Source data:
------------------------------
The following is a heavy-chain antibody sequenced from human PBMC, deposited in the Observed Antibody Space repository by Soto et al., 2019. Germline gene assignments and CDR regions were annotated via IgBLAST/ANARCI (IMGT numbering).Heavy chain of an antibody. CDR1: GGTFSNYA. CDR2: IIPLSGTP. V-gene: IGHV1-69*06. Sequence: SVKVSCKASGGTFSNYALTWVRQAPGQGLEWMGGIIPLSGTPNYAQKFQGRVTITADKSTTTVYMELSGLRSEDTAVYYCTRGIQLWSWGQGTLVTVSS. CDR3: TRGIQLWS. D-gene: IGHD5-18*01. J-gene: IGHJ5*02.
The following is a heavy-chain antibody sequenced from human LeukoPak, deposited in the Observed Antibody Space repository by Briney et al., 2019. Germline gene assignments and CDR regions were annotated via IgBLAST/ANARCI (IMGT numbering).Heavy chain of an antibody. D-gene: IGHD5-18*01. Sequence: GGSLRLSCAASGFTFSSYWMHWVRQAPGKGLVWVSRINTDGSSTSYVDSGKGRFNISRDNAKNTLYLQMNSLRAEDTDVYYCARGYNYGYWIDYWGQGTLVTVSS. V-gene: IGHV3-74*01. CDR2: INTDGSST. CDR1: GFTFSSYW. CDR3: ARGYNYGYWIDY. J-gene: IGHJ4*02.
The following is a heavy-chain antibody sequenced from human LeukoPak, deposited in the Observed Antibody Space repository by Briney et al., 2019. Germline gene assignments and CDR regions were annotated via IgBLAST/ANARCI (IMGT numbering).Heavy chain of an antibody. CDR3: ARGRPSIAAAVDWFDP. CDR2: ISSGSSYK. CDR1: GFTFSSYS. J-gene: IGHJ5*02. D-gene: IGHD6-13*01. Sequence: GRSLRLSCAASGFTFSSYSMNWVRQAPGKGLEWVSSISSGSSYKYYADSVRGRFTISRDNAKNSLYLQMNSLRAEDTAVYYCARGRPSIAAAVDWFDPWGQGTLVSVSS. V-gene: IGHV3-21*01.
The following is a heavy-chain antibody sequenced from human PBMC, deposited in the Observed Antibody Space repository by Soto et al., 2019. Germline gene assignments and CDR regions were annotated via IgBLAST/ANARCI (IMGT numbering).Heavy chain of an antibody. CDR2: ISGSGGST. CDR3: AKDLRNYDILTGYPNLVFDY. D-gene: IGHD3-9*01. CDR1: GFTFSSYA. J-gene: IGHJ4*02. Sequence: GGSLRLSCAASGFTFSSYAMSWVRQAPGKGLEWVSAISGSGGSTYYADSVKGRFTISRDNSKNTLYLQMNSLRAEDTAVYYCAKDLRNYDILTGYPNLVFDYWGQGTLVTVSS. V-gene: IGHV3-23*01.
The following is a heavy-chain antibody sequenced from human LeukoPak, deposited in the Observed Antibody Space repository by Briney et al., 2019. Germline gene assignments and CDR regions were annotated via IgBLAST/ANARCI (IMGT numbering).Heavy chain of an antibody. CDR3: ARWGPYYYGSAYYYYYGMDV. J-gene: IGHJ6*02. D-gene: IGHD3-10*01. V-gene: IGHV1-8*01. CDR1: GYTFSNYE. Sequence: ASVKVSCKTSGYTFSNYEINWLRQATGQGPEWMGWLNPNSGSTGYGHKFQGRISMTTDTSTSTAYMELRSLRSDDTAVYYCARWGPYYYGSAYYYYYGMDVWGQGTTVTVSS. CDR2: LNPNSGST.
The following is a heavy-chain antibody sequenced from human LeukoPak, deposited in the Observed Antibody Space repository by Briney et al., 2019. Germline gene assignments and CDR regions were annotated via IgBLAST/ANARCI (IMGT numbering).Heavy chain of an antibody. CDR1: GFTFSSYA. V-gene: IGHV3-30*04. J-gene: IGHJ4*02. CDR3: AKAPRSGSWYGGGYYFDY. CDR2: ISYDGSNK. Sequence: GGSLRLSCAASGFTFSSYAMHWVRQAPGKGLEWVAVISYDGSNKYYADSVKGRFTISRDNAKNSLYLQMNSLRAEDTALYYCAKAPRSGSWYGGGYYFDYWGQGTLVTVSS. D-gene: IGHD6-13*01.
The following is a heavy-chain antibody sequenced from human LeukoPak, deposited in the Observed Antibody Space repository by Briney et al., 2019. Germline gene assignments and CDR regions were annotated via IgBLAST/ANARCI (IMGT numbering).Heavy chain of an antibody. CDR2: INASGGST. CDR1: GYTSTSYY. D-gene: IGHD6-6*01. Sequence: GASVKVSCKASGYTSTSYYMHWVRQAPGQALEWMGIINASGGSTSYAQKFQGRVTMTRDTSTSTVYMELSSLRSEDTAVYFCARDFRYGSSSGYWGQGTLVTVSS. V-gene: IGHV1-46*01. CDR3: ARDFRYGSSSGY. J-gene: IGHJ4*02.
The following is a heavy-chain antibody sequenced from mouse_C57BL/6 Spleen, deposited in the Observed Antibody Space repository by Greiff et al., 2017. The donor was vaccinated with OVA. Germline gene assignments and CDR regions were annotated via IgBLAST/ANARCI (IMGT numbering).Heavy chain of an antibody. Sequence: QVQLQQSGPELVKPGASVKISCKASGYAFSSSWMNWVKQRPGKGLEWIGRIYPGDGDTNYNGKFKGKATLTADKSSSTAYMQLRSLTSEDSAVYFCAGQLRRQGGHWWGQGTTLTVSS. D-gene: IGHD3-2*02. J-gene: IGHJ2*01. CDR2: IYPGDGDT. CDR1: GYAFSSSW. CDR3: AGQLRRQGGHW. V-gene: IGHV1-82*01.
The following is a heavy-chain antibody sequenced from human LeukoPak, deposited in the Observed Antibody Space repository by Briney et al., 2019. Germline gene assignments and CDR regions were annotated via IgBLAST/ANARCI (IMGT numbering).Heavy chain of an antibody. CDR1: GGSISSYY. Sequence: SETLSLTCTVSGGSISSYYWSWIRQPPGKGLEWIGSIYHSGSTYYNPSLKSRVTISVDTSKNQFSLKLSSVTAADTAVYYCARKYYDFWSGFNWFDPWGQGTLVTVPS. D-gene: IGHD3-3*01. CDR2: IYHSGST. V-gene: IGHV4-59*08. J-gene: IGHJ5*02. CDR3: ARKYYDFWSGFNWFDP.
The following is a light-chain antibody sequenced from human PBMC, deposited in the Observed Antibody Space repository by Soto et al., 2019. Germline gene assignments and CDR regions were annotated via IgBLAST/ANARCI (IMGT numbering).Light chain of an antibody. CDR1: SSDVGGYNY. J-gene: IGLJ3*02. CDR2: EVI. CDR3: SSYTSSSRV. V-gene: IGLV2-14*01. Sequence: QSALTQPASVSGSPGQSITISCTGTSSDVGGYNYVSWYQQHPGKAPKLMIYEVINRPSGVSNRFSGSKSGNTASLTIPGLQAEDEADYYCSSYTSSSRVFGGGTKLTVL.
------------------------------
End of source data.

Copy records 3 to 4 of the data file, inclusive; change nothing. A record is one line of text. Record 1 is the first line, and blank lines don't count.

The following is a heavy-chain antibody sequenced from human LeukoPak, deposited in the Observed Antibody Space repository by Briney et al., 2019. Germline gene assignments and CDR regions were annotated via IgBLAST/ANARCI (IMGT numbering).Heavy chain of an antibody. CDR3: ARGRPSIAAAVDWFDP. CDR2: ISSGSSYK. CDR1: GFTFSSYS. J-gene: IGHJ5*02. D-gene: IGHD6-13*01. Sequence: GRSLRLSCAASGFTFSSYSMNWVRQAPGKGLEWVSSISSGSSYKYYADSVRGRFTISRDNAKNSLYLQMNSLRAEDTAVYYCARGRPSIAAAVDWFDPWGQGTLVSVSS. V-gene: IGHV3-21*01.
The following is a heavy-chain antibody sequenced from human PBMC, deposited in the Observed Antibody Space repository by Soto et al., 2019. Germline gene assignments and CDR regions were annotated via IgBLAST/ANARCI (IMGT numbering).Heavy chain of an antibody. CDR2: ISGSGGST. CDR3: AKDLRNYDILTGYPNLVFDY. D-gene: IGHD3-9*01. CDR1: GFTFSSYA. J-gene: IGHJ4*02. Sequence: GGSLRLSCAASGFTFSSYAMSWVRQAPGKGLEWVSAISGSGGSTYYADSVKGRFTISRDNSKNTLYLQMNSLRAEDTAVYYCAKDLRNYDILTGYPNLVFDYWGQGTLVTVSS. V-gene: IGHV3-23*01.